Civil compromises thwart the law
To the editor:
I laud you for your editorial "Law Needs Fixing" in the Nov. 26 issue.Totally separate from the Cole case the ability of any defendant in a criminal case being able to avoid prosecution through a "civil compromise" is counter-productive to the purpose of criminal statutes.I am not an attorney but I have spent the last 43 years in law enforcement in one capacity or another.Other than Oregon I have not heard of a state that permitsthe antiquated "civil compromise" negotiations to negate the criminal process.
As your editorial correctly noted criminal cases are pursued on behalf
of thepeople of theState of Oregon, not the individual
victim.Criminal and civil are two separate and distinct theories of
law.If a victim, in any case, wishes to be reimbursed for damages
suffered at the hands of another thevictim can initiate legal action
under civil law.The outcomeof that litigation shouldnot influence
the outcome of the criminal proceedingas the criminal proceeding
outcome should not impact the civil.
Let me conclude with a theoretical but very possible scenario.Suppose
a situation were to occur inwhich a criminal case that upon conviction
would require the defendant to register as a sex offender is "bought
off" through civil compromise.As I understand it, with the cessation
of criminal proceedings registration as a sex offender is no longer a
consequence.What if the defendant relocates out of the area in which
the crime occurred?What if the lack of registration as a sex offender
results in additional crimes which might have been prevented had law
enforcement and the public in the new area of residence been alerted to
the presence of a registered sex offender?That scenario alone is ample
justification for amending the law as your editorial
Who voted for full access to records?
To the editor:
Before our society goes 100 percent electronic for access to federal,
state, agency, academic and global information and records - keeping in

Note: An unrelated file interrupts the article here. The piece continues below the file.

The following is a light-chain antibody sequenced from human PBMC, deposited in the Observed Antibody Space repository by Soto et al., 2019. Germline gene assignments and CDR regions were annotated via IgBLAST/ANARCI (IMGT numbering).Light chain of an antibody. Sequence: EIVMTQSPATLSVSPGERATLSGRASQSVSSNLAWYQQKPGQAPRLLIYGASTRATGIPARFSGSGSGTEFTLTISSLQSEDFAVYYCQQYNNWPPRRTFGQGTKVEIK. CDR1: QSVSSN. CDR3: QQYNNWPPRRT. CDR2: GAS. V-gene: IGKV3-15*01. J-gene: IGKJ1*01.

mind theexponential rate at whichthis is occurring - it is important
to consider this fact: We never voted
Airport scanner threats ignored
To the editor:
What is not being told to the flying public or the TSA staff working
close to Rapiscan X-ray scanners thatemploy the Compton
back-scattering imaging process is the scientific fact that ALL
ionizing radiation ALWAYS increases the risk of genetic mutation in a
linear and cumulative manner. Moreover, because back-scatter radiation
concentrates much higher doses of radiation in the tissue near the
surface, the rate of damage per unit of genetic material is therefore
much higher in these areas, such as the groin and genitalia where the
last failed bomber attempted to conceal explosives.
The back scatter X-ray imparts all of its energy into the electron it
strikes instead of being diffused by multiple non-ionizing interactions
through deeper layers of tissue and bone, thus causing maximum
potential damage to the irradiated area.Consequently, if you are over
65, or taking immuno-suppressive medications, are prone to skin
cancersor have glaucoma, the last thing you need is this increased
mutagenic risk.From photos of the machines in use it is clear that no
proper X-ray precautions are being followed. There are no signs stating
X-ray in use, no dosimetry badges have been given to the untrained
scanner operators, no information is given to the person being scanned
as to the dose emitted, there is no shielding for the open sides of the
unit, and no shielding for the eyes of the subject in the booth. In
fact, such blatant disregard for health and safety regulations would
cause any medical X-ray clinic to be shut down on the spot. Thought
should be given too to the inevitable, possibly hazardous doses of
radiation emitted when these machines go out of calibration afterbeing
banged, bumped and moved about by unskilled and untrained TSA personnel.
It is very disturbingthat alternative non X-ray scanners are not being
used duelargely to pro-Rapiscan lobbying by Bush's former Homeland
Security chief Michael Chertoff whose company the Chertoff Group
represents OSI Systems, owners of Rapiscan. When did the health of the
public become less important than private personal
Scales of justice out of balance
To the editor:
Your editorial in last Friday's (26th) paper was excellent.The whole
story about Brian Cole and the minor female was simple and
straightforward in the beginning.The police work was near perfect.
Cole and the girl were found parked in the country after dark with a
bottle of booze. She was charged with possession of alcohol by
consumption.I believe that means that she was drinking the booze.
Then the legal profession entered the scene.Cole's lawyer began an
incredibly long series of stalling tactics but as the trial date
finally neared we learn that the case has largely been solved by a
legal maneuver the judge is calling "civil compromise" and only
thecharges of furnishing alcohol to a minorwould come to trial later.
In many other jurisdictions "civil compromise" would be known by
another name.For instance, in Chicago it would be called bribery.
But wait.On page 3Aof this same newspaper we learn that the
furnishing alcohol to a minor charges have been "settled" and so the
But wait again.On page 2A of this same paper a 24-year-old male has
been given a jail sentence and fined $500 for furnishing alcohol to a
The scales of justice seem strangely out of balance locally.